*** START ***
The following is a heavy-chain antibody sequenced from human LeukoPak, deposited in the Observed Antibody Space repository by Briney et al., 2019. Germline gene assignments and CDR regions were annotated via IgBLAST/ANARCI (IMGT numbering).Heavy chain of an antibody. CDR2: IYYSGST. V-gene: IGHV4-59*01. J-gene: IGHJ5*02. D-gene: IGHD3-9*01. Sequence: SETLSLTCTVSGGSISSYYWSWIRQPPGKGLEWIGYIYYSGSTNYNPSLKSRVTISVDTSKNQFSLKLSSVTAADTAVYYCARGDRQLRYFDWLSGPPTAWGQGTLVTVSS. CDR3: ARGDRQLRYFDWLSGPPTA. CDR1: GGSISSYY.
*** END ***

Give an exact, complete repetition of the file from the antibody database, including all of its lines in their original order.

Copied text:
The following is a heavy-chain antibody sequenced from human LeukoPak, deposited in the Observed Antibody Space repository by Briney et al., 2019. Germline gene assignments and CDR regions were annotated via IgBLAST/ANARCI (IMGT numbering).Heavy chain of an antibody. CDR2: IYYSGST. V-gene: IGHV4-59*01. J-gene: IGHJ5*02. D-gene: IGHD3-9*01. Sequence: SETLSLTCTVSGGSISSYYWSWIRQPPGKGLEWIGYIYYSGSTNYNPSLKSRVTISVDTSKNQFSLKLSSVTAADTAVYYCARGDRQLRYFDWLSGPPTAWGQGTLVTVSS. CDR3: ARGDRQLRYFDWLSGPPTA. CDR1: GGSISSYY.